So, apart from battening down the hatches how can we as Church respond? Firstly, through prayer for people who are bearing the brunt of these changes, people who are homeless or overcrowded or getting deeper into debt. And not just private prayer; these prayers should be articulated in our intercessions at mass Sunday by Sunday. Poverty and Homelessness Action Week (26th January to 3rd February) is a good place to start (resources available to download from
Secondly, through practical action, for example, providing food banks and night shelters, taking in lodgers, letting property to benefit claimants and working together with other denominations to maximise the use of our land and property in London for social and mutual housing projects, like cooperatives and community land trusts. In the same way that social housing in London in the 19th century was shaped by the actions of private philanthropists like Octavia Hill, there is an opportunity for the provision of genuinely and permanently affordable housing to be created through the gifting of church land and property to community land trusts or to housing cooperatives.
Finally, we need to raise our voices in protest against the unfair burden of cuts being placed on some of the most vulnerable in our society and in favour of the building of genuinely affordable housing in our communities. If the Church doesn’t speak up for the option for the poor that is a functioning social safety net, who will?
More ideas for practical action and protest can be found on the Housing Justice website:

They said that the new website needed a Director’s blog – so here is my first attempt.

What’s on my mind today is Housing Benefit, aka Local Housing Allowance. This is supposed to be a safety net benefit, something to keep people in their homes or allow them to have homes when their income is too low to cover the cost of rent. So far so good. LHA covers the cost of Council and Social housing rents for people living on benefits and is paid direct to Local Authority and Registered Social Landlords. This gives these landlords a secure income stream against which they can borrow to do things like repay the loans they took out to build the houses, keep the houses in a good state of repair, and even build more houses to rent out. People in privately rented homes generally have LHA paid to them which they then pay to their landlord, often adding a bit because the LHA doesn’t cover the whole cost of the rent.

There are lots of problems with both these arrangements. For the tenants whose rent is paid direct it can be a big deal to have to manage the rent money as well as their other living costs when they move off benefits and into work. But their homes are secure – so long as their benefit claim is maintained – and their rents are low and controlled which means the cost of the benefit to the state is also controlled. It goes without saying that there is a much bigger variation in private rents. This is especially true where people have begun to claim LHA when they were already tenants or when they have large families. It is these cases that have given rise to the claims that people are living in luxurious homes paid for by taxpayers on more modest incomes who could never aspire to such grandeur. This claim has been made repeatedly by Government spokesmen as a justification of the need to cap LHA. In fact very few people have ever received the vast sums – £2,000 per week – quoted and research in the official statistics shows only 160 households receiving more than £50,000 per year and DWP have admitted to “around 10 housing benefit claimants eligible for £1,917 or more per week”.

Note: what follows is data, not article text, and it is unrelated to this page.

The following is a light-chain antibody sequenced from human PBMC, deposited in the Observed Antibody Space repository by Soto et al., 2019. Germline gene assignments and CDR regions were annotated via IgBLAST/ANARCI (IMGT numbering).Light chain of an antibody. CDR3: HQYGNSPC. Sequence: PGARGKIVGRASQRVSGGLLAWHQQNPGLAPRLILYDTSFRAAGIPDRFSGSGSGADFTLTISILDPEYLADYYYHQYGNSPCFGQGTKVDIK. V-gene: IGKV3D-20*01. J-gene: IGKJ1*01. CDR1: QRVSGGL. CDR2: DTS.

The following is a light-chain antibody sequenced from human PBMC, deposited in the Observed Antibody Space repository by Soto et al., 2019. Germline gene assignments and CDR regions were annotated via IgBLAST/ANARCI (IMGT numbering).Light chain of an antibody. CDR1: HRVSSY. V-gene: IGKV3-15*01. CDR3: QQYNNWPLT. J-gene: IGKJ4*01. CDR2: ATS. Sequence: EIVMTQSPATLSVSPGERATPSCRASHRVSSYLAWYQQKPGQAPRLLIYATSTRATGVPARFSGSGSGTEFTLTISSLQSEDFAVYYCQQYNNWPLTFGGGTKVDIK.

At Housing Justice we think that private landlords (or, more charitably, the rental market) are as much to blame for the rocketing housing benefit bill rather than tenants exploiting the system to live in luxury. Another culprit is the lack of social housing, and especially family-sized social housing. But against the backdrop of £2,000 week rent claims and the fact that a privately rented two bedroom flat can easily cost £300 per week in London it is difficult to drum up sympathy for the victims of the housing benefit caps which  have been introduced. Generally the response is that people should find work to cover the cost of their home or they should move to some where they can afford. But it is not easy to find a well paid job in these times of rising unemployment and low wages. Neither is  moving an easy option. For example, if the main bread winner of the family loses their job through ill health or redundancy, how quickly should they be expected to move? After a month, three months, a year? What about the schools, the community and family ties and support networks? The same is even more true for a single parent who depends much more on her support network and whose children really need the security of their established school. Yet in Kensington and Chelsea the Council acknowledge that most benefit recipients will not be able to afford private rented property in the borough once the caps have taken effect. Boris Johnson was ridiculed for talking about social cleansing of London’s wealthy boroughs but this is a still a real possibility. So if we haven’t succeeded in generating a head of popular steam to stop these changes (and so far, despite Boris and Crisis, Shelter, Homeless Link and ourselves, we haven’t) the next best thing to do is to plan how we can resist and respond. On 11th July the London Churches Group for Social Action is holding meeting to equip London Churches to cope with the housing benefit caps. It’s free and all are welcome. Details at: